July 20, 2024
UFC 285 predictions — Jon Jones vs. Ciryl Gane: Fight card, odds, preview, prelims, expert picks

One of the UFC’s longest-standing “What if?” scenarios will finally play out in the Octagon on Saturday night when Jon Jones finally debuts in the heavyweight division. Jones will face Ciryl Gane for the vacant heavyweight championship in the main event of UFC 285.

Jones, the longtime light heavyweight king, last fought in 2020. He vacated his belt amid a financial dispute with UFC executives and eventually began bulking up for a run at heavyweight. He meets Gane, who is two fights removed from losing in his first bid to become undisputed champion. In that fight, Gane lost a decision to Francis Ngannou at UFC 270 but has since rebounded with a knockout win over Tai Tuivasa.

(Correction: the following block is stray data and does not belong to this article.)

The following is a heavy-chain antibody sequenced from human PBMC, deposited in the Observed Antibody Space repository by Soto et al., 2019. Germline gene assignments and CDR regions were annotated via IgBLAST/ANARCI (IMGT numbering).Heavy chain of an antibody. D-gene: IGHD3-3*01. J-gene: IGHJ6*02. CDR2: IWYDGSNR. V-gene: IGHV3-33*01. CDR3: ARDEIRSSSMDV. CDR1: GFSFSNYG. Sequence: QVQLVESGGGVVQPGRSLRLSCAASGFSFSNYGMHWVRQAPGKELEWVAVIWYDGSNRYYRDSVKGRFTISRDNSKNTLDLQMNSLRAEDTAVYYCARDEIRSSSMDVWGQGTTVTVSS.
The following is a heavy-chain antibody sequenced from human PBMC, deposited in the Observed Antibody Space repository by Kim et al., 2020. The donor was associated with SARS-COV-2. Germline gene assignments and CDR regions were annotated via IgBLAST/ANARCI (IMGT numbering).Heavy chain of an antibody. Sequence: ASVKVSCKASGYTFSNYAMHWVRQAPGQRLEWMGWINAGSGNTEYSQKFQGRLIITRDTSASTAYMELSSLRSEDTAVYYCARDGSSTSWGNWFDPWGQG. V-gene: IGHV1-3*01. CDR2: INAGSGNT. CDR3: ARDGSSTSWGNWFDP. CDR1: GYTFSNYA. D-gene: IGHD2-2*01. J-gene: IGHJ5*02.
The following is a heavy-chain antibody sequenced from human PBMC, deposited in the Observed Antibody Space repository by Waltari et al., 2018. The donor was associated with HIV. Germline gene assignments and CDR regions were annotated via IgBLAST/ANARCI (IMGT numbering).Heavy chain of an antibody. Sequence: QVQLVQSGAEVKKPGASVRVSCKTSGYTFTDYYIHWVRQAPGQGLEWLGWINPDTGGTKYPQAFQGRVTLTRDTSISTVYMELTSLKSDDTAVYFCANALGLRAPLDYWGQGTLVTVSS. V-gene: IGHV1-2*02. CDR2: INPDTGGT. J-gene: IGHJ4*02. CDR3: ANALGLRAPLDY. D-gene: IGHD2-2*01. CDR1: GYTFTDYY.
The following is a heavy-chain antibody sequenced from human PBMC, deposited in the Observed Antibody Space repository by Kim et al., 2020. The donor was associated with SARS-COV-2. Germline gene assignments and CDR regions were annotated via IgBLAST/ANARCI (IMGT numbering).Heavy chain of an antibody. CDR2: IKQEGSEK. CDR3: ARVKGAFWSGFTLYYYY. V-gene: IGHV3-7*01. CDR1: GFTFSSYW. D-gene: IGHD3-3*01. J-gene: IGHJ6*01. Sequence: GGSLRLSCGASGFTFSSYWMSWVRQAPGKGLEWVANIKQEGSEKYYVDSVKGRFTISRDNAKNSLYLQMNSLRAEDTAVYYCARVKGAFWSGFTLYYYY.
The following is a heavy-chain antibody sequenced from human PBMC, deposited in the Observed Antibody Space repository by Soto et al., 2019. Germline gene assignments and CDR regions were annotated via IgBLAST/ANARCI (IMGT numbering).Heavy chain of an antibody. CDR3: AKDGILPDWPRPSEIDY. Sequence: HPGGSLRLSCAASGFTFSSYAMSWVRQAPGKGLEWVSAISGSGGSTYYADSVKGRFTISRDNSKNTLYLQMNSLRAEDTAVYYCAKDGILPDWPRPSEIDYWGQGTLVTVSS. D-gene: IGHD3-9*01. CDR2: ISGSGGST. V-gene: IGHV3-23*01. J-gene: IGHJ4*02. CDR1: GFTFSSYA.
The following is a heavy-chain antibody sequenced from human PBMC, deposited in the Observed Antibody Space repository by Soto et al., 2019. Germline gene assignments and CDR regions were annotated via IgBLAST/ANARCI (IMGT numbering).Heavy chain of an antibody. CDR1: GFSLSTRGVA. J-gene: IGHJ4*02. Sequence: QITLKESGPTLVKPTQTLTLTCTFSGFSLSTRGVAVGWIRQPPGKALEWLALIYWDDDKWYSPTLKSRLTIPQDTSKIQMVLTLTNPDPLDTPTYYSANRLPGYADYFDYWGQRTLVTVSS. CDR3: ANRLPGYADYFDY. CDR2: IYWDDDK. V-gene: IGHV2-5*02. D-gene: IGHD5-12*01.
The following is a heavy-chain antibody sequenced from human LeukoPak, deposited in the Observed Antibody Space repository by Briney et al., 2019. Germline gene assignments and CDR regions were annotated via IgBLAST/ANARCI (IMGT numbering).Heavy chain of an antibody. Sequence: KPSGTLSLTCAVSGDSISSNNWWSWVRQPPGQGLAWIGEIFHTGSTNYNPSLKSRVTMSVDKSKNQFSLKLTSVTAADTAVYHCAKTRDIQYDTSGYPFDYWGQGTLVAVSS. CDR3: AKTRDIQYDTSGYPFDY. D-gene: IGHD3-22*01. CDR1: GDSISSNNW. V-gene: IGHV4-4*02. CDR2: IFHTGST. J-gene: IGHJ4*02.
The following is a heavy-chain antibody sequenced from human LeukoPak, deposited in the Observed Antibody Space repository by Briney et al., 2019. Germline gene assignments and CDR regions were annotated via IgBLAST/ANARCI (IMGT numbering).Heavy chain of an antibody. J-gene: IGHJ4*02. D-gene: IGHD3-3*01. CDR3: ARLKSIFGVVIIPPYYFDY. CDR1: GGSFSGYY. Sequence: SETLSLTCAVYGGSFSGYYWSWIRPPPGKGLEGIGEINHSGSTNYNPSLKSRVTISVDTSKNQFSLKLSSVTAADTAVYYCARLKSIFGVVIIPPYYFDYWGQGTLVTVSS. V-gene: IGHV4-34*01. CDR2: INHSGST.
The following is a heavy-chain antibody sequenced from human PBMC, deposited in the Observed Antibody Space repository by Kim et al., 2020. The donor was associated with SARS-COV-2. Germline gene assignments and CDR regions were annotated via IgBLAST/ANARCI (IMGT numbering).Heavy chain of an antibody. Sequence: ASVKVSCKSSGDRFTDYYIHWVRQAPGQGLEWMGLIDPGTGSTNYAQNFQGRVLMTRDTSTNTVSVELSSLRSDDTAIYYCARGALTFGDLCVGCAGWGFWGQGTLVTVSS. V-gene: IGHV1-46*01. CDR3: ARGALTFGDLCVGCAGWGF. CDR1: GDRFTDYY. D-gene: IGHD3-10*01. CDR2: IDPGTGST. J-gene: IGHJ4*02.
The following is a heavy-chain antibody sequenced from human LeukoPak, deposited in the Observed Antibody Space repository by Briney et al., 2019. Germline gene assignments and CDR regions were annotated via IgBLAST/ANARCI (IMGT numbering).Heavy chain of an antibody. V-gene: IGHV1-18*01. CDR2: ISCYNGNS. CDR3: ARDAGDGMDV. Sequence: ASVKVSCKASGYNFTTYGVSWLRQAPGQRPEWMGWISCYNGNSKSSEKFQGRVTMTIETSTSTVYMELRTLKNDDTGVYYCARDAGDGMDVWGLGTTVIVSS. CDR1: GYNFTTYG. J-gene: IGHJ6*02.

Valentina Shevchenko will be in action in the co-main event as she defends her women’s flyweight title against Alexa Grasso. Shevchenko has successfully defended her title seven times entering UFC 285 and is looking to extend that record against striking specialist Grasso.

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With so much happening on Saturday night, let’s take a closer look at the full fight card with the latest odds from Caesars Sportsbook before we get to our staff predictions and picks for the PPV portion of the festivities.

UFC 285 fight card, odds

Odds via Caesars Sportsbook

  • Jon Jones -160 vs. Ciryl Gane +135, vacant UFC heavyweight championship
  • Valentina Shevchenko -575 vs. Alexa Grasso +425, UFC women’s flyweight championship
  • Matuesz Gamrot -220 vs. Jalin Turner +180, lightweights
  • Shavkat Rakhmonov -500 vs. Geoff Neal +380, welterweights
  • Bo Nickal -1600 vs. Jamie Pickett +900, middleweights